How one small business secured a coveted contract with Shoprite Checkers
Nigel and Christynn Jacobs, founders of Jacobs Jam
What no one tells you about entrepreneurship is that success does not happen overnight, your family will probably call you crazy (and not behind your back) and you will want to quit.
These are things Nigel and Christynn Jacobs know all too well. For the past four years, they have been steadily building their business – Jacobs Jam in the lush Ceres valley and growing their reputation as the only pomegranate jam manufacturer in the world. Recently, they signed a lucrative contract with Shoprite Checkers, and they are now in talks to export their jam.
It sounds like they are living every entrepreneur’s dream. Remove the Instagram lens and you will notice the hard work behind the scenes: the Shoprite deal took three years of engagement and discussion, they had to comply with strict, expensive compliance and they did not take home a salary for almost two years.
“After three years of knocking on the door, we are finally listed at Checkers stores in the Western Cape. It is a pilot launch via the newly established Shoprite Next Capital SME development department. Based on the successful off-take we could soon be listed nationally. The Shoprite Checkers team has been phenomenal in their support of our small business. Our jam is also sold at around 300 independent outlets, including select Super Spar stores,” says a proud Nigel Jacobs.
“It’s been a long journey and we are just getting started. I grew up in Mitchells Plain and my wife Christynn’s hometown is Hawston in the Western Cape. We both had humble beginnings and I had to work several jobs to put myself through university.”
It should come as no surprise then that Jacobs Jam has a strong social impact on Ceres. They employ mostly women and youth and provide valuable training for unskilled workers in rural areas where jobs are desperately needed. “We want to empower from within, to give opportunities to people that may not have the same opportunities at bigger businesses.
“In addition, we donate jam to NGOs who run feeding schemes for vulnerable people. We are environmentally conscious and have a no-waste target. Our packaging items are recyclable and upcycled, and we buy from recycling centres,” says Nigel.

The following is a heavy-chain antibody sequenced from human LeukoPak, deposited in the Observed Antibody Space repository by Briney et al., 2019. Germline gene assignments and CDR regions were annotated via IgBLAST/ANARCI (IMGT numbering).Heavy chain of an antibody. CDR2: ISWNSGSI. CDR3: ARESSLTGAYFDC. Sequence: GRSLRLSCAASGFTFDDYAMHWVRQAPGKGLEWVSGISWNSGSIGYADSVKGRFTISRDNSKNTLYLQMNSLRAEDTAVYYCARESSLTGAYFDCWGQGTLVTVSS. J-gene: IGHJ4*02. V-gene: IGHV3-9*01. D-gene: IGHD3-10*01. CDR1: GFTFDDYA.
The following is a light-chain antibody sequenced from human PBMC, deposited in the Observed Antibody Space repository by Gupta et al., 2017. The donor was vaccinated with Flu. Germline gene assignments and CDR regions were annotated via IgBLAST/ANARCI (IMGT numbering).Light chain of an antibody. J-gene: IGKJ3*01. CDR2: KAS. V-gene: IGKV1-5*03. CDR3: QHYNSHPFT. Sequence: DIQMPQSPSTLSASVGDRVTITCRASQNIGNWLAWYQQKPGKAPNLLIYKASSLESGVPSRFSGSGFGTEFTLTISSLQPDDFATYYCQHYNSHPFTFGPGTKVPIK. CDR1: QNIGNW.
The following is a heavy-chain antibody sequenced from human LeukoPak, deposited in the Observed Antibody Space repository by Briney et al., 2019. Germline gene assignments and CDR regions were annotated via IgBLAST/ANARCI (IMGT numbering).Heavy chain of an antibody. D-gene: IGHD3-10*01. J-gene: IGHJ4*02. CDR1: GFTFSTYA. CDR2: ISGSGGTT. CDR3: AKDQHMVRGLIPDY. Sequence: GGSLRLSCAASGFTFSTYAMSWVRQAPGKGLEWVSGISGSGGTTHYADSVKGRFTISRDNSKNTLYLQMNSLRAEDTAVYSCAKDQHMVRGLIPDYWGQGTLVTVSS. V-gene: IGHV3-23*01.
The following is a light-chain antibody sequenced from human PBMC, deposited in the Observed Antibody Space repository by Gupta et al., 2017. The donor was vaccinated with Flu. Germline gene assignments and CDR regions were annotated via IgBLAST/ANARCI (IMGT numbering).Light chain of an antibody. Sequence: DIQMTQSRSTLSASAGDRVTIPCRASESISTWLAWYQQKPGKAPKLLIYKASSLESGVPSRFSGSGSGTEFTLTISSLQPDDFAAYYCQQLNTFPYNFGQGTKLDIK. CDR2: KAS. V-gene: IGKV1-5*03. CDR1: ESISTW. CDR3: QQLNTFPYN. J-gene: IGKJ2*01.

The transition from having successful careers in the corporate world to starting their business took a few years. They registered Jacobs Jam in May 2018, resigned from their jobs to run the business full-time in 2019 and have not looked back since.
“Having our own business has given us the creative freedom to build our brands and put our heritage on display.”
“But entrepreneurship has also taught us difficult lessons; patience is one of them. You are always at the back of the line as a small business. It takes time to get to the front of the line.
“Applying for funding is one of the hardest things any small business owner will do: one application takes between three to five months. Then funders would string us along for months, only for the deal to fall through, sometimes after as long as eight months – we had nothing to show for all that time, money and effort.”
These challenges forced them to develop a resilient mindset, to take it one day at a time and celebrate every win. This mentality helped them build a factory during lockdown, go up against established brands and get their product onto supermarket shelves even after the political instability that followed the 2021 riots.
Last year, Nigel and Christynn won the Entrepreneur of the Year Award at the Western Cape Entrepreneurship Recognition Awards, a testament to their determination to succeed and willingness to learn from their mistakes.
Despite the harsh reality that 70 to 80% of businesses in South Africa fail within the first five years, entrepreneurial training has been proven to be one of the best contributors to success. Jacobs Jam is a participant in Fetola’s Social Entrepreneurship.
Courtesy of Bizcommunity – full article here